The Bill also contains language that ensures that there will be no requirement of consent of President to incur expenditure as per Section 48 of the Constitution. Typically, when a law is proposed by a private member, government usually takes the initiative over if it involves expenditure. The language is meant to ensure that the legislative initiative is not hijacked by government in view of cabinet's resolution not to establish a special tribunal.

It remains to be see how this turns out. What is for sure us that a new battle front has been opened within government factions as well as between cabinet and parliament. While the proponents of the latest initiative suggest that the public can participate (they have launched a website:, the citizens and victims remain spectators in this evolving saga.

Conditions in Kenya are Hardly Right for Transitional Justice

For a transitional justice project to succeed, certain conditions must exist. In his article published in the Daily Nation on August 12 2009, Ambani Osogo argues that the Kenyan situation lacks the ingredients....

Monday, August 10, 2009

Kenya Can Learn From Rwanda

The decision by Cabinet to scrap the Special Tribunal and to deploy ordinary criminal courts alongside the TJRC has drawn sharp criticisms from those who fear that corruption is rife in the criminal justice system and that inefficiencies within the system could be an easy ticket to freedom for key suspects. I have argued as much in a previous posting (30 July 2009). In his piece published in the Rwandan newspaper New Times, on 10th August 2009, Idi Gaparayi argues that ordinary criminal courts, while prone to 'imperfect justice' have their role. He argues that the Rwandan example, where hundreds of thousands suspects had to be prosecuted, national courts have played an invaluable role...

Read on....

Kenya: Domestic Justice for Post-Election Violence Crimes

By Idi Tuzinde Gaparayi

When the Government of Kenya announced on Thursday July 30, its decision to refer post-elections violence cases to national courts, critics decried the measure as upholding impunity. Ordinary justice, they say, is inadequate in handling extraordinary crimes.

What is needed is special justice, either in the form of a special tribunal or, better still, before the International Criminal Court in The Hague.

It is easy to understand these compassionate ‘right-thinking’ advocates. A pre-condition that appears to have paved the way towards genocide in Rwanda was immunity from prosecution for those who had perpetrated violence against the Tutsi minority since, at least, the time of independence in 1962.

As a consequence of this culture of impunity, when orders to eliminate Tutsi were propagated after the death of President Habyarimana, those who joined the genocide against the Tutsi acted without fear that their crimes would result in punishment.

Thus, the failure to prosecute serious crimes is considered as bad if not worse than the crime itself. Impunity breeds violence.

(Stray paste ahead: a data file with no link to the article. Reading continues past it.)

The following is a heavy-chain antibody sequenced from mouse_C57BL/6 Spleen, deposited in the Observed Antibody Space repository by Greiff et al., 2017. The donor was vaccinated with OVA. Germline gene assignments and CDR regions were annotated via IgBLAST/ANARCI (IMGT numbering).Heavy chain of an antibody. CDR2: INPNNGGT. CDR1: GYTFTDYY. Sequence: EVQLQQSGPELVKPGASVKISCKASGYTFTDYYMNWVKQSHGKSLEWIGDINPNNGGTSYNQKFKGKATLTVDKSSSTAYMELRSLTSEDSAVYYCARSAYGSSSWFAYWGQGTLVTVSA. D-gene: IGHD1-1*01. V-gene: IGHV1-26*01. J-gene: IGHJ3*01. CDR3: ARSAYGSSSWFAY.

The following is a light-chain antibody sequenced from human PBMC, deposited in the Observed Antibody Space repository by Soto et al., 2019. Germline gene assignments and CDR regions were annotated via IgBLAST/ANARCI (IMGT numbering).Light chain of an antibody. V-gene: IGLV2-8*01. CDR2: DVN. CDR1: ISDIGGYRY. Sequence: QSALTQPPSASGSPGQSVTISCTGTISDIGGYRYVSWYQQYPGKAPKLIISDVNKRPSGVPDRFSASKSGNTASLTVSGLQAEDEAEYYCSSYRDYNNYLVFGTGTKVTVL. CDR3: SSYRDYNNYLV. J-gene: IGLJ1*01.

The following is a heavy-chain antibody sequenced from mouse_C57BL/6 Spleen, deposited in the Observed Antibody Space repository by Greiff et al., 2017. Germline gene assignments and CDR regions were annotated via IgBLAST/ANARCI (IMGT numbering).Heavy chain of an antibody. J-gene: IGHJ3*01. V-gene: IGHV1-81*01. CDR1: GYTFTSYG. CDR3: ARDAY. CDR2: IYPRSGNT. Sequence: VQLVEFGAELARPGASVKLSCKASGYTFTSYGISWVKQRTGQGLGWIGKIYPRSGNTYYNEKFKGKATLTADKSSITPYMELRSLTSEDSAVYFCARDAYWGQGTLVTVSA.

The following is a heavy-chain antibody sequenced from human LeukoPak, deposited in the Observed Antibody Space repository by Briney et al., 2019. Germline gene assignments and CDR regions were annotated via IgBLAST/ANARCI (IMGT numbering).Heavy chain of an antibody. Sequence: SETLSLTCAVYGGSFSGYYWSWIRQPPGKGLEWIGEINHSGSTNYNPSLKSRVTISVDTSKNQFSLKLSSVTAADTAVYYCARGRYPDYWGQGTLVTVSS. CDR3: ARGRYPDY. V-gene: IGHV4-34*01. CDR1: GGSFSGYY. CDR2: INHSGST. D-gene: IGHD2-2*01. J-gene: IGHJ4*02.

Yet, while the motto “crimes must not go unpunished” is embraced evenly by political opponents in Kenya, the mere commitment to justice offers little guidance into the manner or the timing for implementing this ideal of accountability, which entails not only the protection and vindication of rights, but also the prevention and punishment of wrongs.

Of course, criminal trials can play an important role in the aftermath of violence. They express public denunciation of criminal behaviour.

They can provide a direct form of accountability for perpetrators and ensure a measure of justice for victims.

Criminal trials can also contribute to greater public confidence in the State’s ability and willingness to enforce the rule of law.

In the context of Kenya, prosecutions can help to de-legitimize extremist elements, ensure their removal from the national political process and contribute to deterrence.

However, achieving and balancing the various objectives of criminal justice is less straightforward then it might first appear.

There are a host of other constraints that societies emerging from violence and anarchy have to take into account.

For example, in 1994, Rwandan law was not designed to deal with the challenges faced when massive numbers of people – survivors and perpetrators of crimes – have to live together again, side by side, in an extremely poor country.

Some adaptations to the real-world circumstances of Rwanda were needed.

Thus, in assessing policy decisions designed to achieve justice for post-elections violence crimes in Kenya, it is important not to uphold them to unrealistic ideals.

Justice is not achieved when rigid adherence to human rights principles results in political collapse.

It is important to consider that the choices of accountability mechanisms in Kenya are taking place in a context of a power-sharing agreement, and that of chief concern to the parties at the negotiating table in the aftermath of the disputed 27 December 2007 elections, was the imperative to stop the wave of violence and lawlessness raging around the country.